Summary: Shelter with a single Aboriginal charcoal drawing in Taffys Gully.

Below the track to Taffys Rock in the gully is a low but deep shelter, which contains some Aboriginal cave art.

AWAT2544 LR Taffys Gully Shelter

Originally documented by Campbell in 1899, the art looks like a stingray; although the charcoal painting is still quite distinct, it’s hard to determine what it represents.

AWAT2547 LR Taffys Gully Shelter

Taffys Gully Shelter - Site Summary

Aboriginal Sites by National Park

There are over 350 Aboriginal engraving and sites recorded in the Central Coast region, many of these in the Brisbane Water National Park.
Located to the north-west of Sydney, just south of the Dharug and Yengo National Parks, Maroota has a high concentration of (known) Aboriginal sites. Many more Aboriginal heritage sites are located in the Marramarra National Park. The original inhabitants of the area were the Darug people.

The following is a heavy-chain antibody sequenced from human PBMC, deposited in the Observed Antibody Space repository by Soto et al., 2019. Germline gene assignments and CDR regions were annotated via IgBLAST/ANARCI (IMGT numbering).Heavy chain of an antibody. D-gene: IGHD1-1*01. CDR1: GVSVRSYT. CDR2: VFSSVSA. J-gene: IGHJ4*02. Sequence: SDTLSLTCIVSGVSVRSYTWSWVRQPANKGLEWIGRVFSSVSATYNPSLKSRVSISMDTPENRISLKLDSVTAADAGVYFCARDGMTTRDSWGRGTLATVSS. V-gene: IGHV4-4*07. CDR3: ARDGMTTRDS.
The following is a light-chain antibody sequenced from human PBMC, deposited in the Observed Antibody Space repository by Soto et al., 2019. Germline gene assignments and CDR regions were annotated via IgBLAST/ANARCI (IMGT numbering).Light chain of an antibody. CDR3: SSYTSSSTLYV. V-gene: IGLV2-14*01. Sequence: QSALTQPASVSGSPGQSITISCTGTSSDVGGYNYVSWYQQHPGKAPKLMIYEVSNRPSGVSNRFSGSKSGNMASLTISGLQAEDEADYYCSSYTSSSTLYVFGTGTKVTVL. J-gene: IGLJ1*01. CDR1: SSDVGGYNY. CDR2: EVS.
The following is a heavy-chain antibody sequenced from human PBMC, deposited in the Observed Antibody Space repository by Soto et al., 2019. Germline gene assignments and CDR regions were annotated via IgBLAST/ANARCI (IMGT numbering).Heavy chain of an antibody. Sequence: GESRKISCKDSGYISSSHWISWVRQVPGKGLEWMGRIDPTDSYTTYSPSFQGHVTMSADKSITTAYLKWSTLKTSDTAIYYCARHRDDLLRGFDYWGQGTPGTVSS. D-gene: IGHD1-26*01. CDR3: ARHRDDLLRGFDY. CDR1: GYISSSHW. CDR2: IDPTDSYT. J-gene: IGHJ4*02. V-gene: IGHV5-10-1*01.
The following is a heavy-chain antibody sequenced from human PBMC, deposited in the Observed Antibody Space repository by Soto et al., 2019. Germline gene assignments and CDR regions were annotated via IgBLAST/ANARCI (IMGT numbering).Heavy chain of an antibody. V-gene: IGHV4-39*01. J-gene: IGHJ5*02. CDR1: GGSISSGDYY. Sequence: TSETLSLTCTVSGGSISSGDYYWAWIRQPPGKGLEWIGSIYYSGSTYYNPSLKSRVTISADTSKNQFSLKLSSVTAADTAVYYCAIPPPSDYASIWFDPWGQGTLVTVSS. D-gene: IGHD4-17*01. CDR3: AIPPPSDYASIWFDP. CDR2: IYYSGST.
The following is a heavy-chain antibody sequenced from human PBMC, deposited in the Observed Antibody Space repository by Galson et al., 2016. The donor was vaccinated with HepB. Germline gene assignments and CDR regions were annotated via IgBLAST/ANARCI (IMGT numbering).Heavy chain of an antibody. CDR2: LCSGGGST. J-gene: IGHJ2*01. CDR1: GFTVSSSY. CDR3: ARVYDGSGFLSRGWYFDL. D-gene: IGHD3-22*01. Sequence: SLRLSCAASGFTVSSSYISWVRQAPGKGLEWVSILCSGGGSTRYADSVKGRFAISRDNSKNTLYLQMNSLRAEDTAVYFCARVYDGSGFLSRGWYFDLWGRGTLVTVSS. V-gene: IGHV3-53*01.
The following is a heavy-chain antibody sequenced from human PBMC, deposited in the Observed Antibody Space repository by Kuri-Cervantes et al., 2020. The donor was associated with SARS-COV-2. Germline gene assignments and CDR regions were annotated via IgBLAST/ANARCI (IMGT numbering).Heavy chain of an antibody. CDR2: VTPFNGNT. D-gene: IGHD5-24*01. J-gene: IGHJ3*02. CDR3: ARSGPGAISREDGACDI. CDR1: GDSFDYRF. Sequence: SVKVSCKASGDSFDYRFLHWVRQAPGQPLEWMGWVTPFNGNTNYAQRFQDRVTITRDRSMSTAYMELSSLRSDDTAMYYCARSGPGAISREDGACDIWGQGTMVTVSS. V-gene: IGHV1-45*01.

Over a hundred Aboriginal sites have been recorded in the Hornsby region, with many of these in the Berowra Valley National Park and around the suburb of Berowra.
Over 40 sites have been recorded within the park; many were located along the river bank and were flooded by the building of the weir in 1938.
A review of different techniques for photographing Aboriginal rock art. This includdes oblique flash, chain and planar mosaic imaging which combines hundreds of overlapping photos.
Many sites Aboriginal engraving sites across the inner suburbs of Sydney have been destroyed or are very weatheredl. The sites which remain are isolated from their natural environment.
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